JohnSWilson3 Blog


“…you are light in the Lord; walk as children of light…”
January 9, 2011, 2:21 pm
Filed under: P Letter to the Ephesians

This seems to be a continuation of Paul’s thought at the beginning of chapter 5 of his letter to Ephesians reference “therefore, as beloved children, be imitators of God.” Again this relates to His great love for us and expressing our sonship in Christ as a result of His love, expressing His life that is our life. After Paul describes those things that reflect the old man, that was “dead in your trespasses and sins” Paul continues his sentence saying that “you were once darkness, but now you are light in the Lord. Live as children of light.” Again living out of our sonship is pointed out here.

As a child of God, His life wants to be expressed through us and we know that, there is a spiritual sense related to this desire to express Christ. We are in conflict because of this body that we still have on this earth and the wrestling with its desires over that of Christ’s. But we must understand that in reality Christ has already taken our sins, our flesh, the powers and authorities that were against us and nailed it to the cross, they have been disarmed, and He has triumphed “over them by the cross.” Our flesh, the old man “died with Christ” and now “Christ…is our life.” “God made you alive with Christ. He forgave us all our sins.” Amen! So as he told the church in Colosse: “Since, then, you have been raised with Christ, set your hearts on things above, where Christ is seated at the right hand of God. Set your minds on things above, not on earthly things. For you died, and your life is now hidden with Christ in God.” Paul had mentioned earlier to the Ephesian Christians “to be renewed in the spirit of your mind and to put on the new man – created according to God in righteousness and holiness – of truth” (1).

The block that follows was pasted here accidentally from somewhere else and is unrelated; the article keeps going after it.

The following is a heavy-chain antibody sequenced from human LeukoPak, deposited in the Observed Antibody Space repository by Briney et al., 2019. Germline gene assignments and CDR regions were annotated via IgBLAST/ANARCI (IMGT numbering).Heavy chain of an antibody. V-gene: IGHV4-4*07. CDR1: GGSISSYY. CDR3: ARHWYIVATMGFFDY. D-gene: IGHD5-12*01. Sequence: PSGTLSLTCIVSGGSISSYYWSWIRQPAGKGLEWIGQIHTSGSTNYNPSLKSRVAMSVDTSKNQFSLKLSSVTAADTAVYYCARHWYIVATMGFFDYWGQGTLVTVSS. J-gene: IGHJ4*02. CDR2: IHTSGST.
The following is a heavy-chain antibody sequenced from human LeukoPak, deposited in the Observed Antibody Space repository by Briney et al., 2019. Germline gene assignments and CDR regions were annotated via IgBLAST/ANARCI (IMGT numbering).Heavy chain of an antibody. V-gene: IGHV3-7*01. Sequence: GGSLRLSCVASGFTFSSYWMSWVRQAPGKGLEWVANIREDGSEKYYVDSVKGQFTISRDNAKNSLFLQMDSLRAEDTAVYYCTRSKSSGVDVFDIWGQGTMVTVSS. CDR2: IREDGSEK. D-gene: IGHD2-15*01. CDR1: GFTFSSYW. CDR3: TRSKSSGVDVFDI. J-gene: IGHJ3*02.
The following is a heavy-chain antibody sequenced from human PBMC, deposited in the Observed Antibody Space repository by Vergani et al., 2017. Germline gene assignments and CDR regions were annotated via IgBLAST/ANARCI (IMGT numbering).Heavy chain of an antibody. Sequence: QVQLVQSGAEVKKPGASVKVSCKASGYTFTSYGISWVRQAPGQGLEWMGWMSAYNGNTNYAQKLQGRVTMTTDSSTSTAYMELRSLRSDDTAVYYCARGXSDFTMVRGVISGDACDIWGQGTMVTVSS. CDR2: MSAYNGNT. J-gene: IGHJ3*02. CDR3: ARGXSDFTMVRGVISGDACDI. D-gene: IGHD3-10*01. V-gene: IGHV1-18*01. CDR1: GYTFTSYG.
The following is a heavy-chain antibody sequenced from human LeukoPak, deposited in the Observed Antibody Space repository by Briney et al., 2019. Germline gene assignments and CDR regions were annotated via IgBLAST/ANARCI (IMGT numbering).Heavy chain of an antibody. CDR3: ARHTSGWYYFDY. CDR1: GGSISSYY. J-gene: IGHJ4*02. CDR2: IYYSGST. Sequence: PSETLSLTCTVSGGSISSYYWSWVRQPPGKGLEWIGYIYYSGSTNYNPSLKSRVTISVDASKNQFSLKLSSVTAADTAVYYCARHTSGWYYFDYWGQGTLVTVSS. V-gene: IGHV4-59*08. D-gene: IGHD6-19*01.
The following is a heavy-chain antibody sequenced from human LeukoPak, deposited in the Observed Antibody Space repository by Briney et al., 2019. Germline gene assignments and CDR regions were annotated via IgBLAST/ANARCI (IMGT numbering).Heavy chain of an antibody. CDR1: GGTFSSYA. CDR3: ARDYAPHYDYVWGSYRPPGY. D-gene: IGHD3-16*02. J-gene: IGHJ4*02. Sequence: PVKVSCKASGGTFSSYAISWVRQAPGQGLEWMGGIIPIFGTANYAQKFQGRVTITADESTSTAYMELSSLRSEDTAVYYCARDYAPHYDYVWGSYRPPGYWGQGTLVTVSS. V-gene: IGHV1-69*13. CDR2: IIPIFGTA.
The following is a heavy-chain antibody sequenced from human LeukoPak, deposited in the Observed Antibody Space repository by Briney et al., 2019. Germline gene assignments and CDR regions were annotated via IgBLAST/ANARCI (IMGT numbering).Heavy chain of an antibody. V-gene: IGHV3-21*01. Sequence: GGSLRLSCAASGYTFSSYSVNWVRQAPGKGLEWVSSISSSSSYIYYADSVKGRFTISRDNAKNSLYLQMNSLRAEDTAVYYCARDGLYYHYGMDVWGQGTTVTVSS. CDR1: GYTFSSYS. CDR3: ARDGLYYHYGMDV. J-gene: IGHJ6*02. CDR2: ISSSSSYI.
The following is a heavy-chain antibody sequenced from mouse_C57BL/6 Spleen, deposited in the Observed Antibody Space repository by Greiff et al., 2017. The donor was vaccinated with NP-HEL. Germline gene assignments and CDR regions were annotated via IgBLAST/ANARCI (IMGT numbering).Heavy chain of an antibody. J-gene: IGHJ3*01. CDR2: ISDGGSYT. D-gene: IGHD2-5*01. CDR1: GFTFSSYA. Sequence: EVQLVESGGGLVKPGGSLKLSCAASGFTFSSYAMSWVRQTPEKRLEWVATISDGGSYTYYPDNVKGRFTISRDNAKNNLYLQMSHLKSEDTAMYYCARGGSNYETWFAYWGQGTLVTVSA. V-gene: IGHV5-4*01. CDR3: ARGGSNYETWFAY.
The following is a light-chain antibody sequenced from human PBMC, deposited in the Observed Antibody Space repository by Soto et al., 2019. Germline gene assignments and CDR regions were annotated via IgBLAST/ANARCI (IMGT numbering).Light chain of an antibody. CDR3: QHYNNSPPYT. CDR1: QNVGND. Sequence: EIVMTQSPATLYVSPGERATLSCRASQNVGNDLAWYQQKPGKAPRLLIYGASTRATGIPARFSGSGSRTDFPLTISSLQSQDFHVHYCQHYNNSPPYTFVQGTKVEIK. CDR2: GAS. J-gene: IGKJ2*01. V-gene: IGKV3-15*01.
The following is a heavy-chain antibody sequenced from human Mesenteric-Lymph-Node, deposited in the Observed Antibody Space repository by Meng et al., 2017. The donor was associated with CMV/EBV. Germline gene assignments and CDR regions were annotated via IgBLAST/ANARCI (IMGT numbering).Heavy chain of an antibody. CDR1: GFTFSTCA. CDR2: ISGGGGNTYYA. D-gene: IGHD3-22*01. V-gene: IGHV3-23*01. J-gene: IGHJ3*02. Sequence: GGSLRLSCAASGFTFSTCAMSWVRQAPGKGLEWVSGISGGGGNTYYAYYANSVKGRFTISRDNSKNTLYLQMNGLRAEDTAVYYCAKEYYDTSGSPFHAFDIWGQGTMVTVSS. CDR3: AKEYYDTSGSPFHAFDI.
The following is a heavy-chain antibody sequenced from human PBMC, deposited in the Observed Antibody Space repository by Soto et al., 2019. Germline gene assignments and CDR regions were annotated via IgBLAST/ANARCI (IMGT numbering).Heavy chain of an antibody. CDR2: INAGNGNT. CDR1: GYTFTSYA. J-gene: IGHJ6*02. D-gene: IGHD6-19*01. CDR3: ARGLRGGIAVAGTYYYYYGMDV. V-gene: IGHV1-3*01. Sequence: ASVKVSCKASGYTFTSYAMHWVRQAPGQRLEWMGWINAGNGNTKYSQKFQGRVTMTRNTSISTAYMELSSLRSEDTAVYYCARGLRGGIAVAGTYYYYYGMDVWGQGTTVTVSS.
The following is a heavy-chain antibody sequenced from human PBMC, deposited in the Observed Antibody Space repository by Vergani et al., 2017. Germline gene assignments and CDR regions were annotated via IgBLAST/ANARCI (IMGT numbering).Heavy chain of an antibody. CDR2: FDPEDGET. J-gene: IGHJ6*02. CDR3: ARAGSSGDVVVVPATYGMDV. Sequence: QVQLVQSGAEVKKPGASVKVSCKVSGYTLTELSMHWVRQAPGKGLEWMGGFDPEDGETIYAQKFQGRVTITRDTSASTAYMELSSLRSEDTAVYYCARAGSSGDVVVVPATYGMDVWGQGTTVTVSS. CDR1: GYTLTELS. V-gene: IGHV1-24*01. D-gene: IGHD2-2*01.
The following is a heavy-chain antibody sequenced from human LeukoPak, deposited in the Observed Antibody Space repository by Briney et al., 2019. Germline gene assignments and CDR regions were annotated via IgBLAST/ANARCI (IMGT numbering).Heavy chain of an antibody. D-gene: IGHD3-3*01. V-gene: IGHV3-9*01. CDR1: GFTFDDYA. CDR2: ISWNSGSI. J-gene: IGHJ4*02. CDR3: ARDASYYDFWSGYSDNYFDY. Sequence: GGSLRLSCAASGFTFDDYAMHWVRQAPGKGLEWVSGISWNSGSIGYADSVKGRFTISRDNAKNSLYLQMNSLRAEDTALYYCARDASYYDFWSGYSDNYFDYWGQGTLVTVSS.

Since Christ is now our life, as we learn to hear Him and be taught by Him and follow what He says, since truth is in Jesus, we will learn Christ and His life will be manifested through us. That life, described here as light by Paul is manifested with fruit, “the fruit of the light consists in all goodness, righteousness and truth.” Paul seems to be repeating what he mentioned earlier about putting on the new man, because as we live by Christ’s life, His life of goodness, righteousness, holiness, and truth is manifested. So we need to “find out what pleases the Lord” by keeping our minds on Him, focused on Him so, as Paul often mentioned himself, that we might have a clear conscience.

It is interesting that Paul contrasts “the fruit of the light” and “the unfruitful works of darkness” (2). Paul reflects those things that are of the old man in contrast with that of the new man, what is dead in our flesh versus what is life in Christ. This reminds me of what he told the churches in Galatia. When we are living by Christ’s life, by His Spirit “you will not gratify the desires of the flesh. For the flesh desires what is contrary to the Spirit, and the Spirit what is contrary to the flesh. They are in conflict with each other, so that you do not do what you want. But if you are led by the Spirit, you are not under law. The works of the flesh are obvious: sexual immorality, impurity and debauchery; idolatry and witchcraft; hatred, discord, jealousy, fits of rage, selfish ambition, dissensions, factions and envy; drunkenness, orgies, and the like. I warn you, as I did before, that those who live like this will not inherit the kingdom of God. But the fruit of the Spirit is love, joy, peace, patience, kindness, goodness, faithfulness, gentleness and self-control. Against such things there is no law. Those who belong to Christ Jesus have crucified the flesh with its passions and desires. Since we live by the Spirit, let us keep in step with the Spirit. Let us not become conceited, provoking and envying one another.”